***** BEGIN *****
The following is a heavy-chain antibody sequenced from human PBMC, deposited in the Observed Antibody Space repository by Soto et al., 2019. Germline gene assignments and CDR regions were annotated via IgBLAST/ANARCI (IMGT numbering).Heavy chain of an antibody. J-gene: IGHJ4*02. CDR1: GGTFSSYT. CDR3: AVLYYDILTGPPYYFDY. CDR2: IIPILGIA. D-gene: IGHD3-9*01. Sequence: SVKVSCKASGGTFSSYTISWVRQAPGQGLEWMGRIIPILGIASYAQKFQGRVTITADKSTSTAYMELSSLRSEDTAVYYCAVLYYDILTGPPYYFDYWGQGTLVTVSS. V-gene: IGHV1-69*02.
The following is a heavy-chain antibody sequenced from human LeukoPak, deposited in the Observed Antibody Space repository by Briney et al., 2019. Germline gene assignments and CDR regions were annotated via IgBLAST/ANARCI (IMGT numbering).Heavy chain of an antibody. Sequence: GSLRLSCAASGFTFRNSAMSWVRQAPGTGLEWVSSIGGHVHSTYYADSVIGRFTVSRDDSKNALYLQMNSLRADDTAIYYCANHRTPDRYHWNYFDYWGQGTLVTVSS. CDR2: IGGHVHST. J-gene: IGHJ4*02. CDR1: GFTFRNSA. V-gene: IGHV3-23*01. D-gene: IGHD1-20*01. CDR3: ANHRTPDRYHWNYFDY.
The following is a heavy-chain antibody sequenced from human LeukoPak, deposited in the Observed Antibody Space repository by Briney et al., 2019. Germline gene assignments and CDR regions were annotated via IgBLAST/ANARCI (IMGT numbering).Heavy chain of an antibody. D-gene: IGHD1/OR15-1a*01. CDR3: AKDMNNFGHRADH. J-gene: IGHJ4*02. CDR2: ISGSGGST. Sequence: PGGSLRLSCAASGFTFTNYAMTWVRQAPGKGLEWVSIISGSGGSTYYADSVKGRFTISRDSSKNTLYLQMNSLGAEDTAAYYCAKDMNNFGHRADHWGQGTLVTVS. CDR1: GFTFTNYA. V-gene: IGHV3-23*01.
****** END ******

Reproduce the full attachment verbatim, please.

The following is a heavy-chain antibody sequenced from human PBMC, deposited in the Observed Antibody Space repository by Soto et al., 2019. Germline gene assignments and CDR regions were annotated via IgBLAST/ANARCI (IMGT numbering).Heavy chain of an antibody. J-gene: IGHJ4*02. CDR1: GGTFSSYT. CDR3: AVLYYDILTGPPYYFDY. CDR2: IIPILGIA. D-gene: IGHD3-9*01. Sequence: SVKVSCKASGGTFSSYTISWVRQAPGQGLEWMGRIIPILGIASYAQKFQGRVTITADKSTSTAYMELSSLRSEDTAVYYCAVLYYDILTGPPYYFDYWGQGTLVTVSS. V-gene: IGHV1-69*02.
The following is a heavy-chain antibody sequenced from human LeukoPak, deposited in the Observed Antibody Space repository by Briney et al., 2019. Germline gene assignments and CDR regions were annotated via IgBLAST/ANARCI (IMGT numbering).Heavy chain of an antibody. Sequence: GSLRLSCAASGFTFRNSAMSWVRQAPGTGLEWVSSIGGHVHSTYYADSVIGRFTVSRDDSKNALYLQMNSLRADDTAIYYCANHRTPDRYHWNYFDYWGQGTLVTVSS. CDR2: IGGHVHST. J-gene: IGHJ4*02. CDR1: GFTFRNSA. V-gene: IGHV3-23*01. D-gene: IGHD1-20*01. CDR3: ANHRTPDRYHWNYFDY.
The following is a heavy-chain antibody sequenced from human LeukoPak, deposited in the Observed Antibody Space repository by Briney et al., 2019. Germline gene assignments and CDR regions were annotated via IgBLAST/ANARCI (IMGT numbering).Heavy chain of an antibody. D-gene: IGHD1/OR15-1a*01. CDR3: AKDMNNFGHRADH. J-gene: IGHJ4*02. CDR2: ISGSGGST. Sequence: PGGSLRLSCAASGFTFTNYAMTWVRQAPGKGLEWVSIISGSGGSTYYADSVKGRFTISRDSSKNTLYLQMNSLGAEDTAAYYCAKDMNNFGHRADHWGQGTLVTVS. CDR1: GFTFTNYA. V-gene: IGHV3-23*01.